Every summer, Cedars-Sinai internist Dr. Cheryl Dunnett transforms her Larchmont Village backyard into a tomato-vine jungle. All it takes is 30 pots, 90 cubic feet of soil, and a trip to Tomatomania.
The festival happens every year in March, and it's Dr. Dunnett's favorite event—the week she chooses her seedlings for the coming season.
"I don't make plans during Tomatomania. I don't return phone calls. I'm off the grid," she says, half-joking about the nature of her obsession.
Each year, she harvests more than 25 varieties: purples, yellows, reds, and greens of all shapes and sizes.
In her kitchen, she turns this bounty into omelets, rustic tarts, gazpacho, and a cheesy fresh tomato sauce that she spoons over steaming noodles for a signature dish she calls "Summer Pasta" (see recipe below).
Dr. Dunnett took up vegetable gardening in the mid-1990s when she was working hard as medical director of the growing Cedars-Sinai Medical Group. Communing with her tomato vines brought instant tranquility.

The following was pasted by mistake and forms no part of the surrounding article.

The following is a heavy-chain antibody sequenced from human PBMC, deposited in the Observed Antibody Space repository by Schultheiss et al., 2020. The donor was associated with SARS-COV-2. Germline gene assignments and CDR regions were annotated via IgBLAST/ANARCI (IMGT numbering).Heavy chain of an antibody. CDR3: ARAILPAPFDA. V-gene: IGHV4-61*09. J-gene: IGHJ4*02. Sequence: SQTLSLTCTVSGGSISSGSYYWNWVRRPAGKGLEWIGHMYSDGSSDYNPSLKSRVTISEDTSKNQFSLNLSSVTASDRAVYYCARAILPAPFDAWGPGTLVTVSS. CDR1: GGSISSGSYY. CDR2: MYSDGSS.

"I just loved going out there at the end of a busy day and tinkering," Dr. Dunnett says. She's especially vigilant in detecting bugs and caterpillars, the organic grower's nemeses.
Dr. Dunnett is the kind of doctor who watches over her patients like the constant gardener she is.
"I love the continuity of seeing somebody year after year," she says. "Over time, I build relationships. I take care of my patients physically, but I also know what's going on with them emotionally and socially. I let them know they can trust me and talk to me."
To Dr. Dunnett, it's more than just a job.
"I try to advise my patients and to be a cheerleader," she says. She prepares motivational handouts on topics like changing unhealthy habits through goal-setting and the healing power of meditation.
After so many years, her medical practice includes multigenerational families, from kids to their grandparents, and some of those relationships have grown very close. She'll share her tomatoes with patients who reciprocate with gifts of their own homegrown produce or fresh eggs from backyard hens.
Tomatoes. And taking care of her patients. "These are the things that make me happy," she says.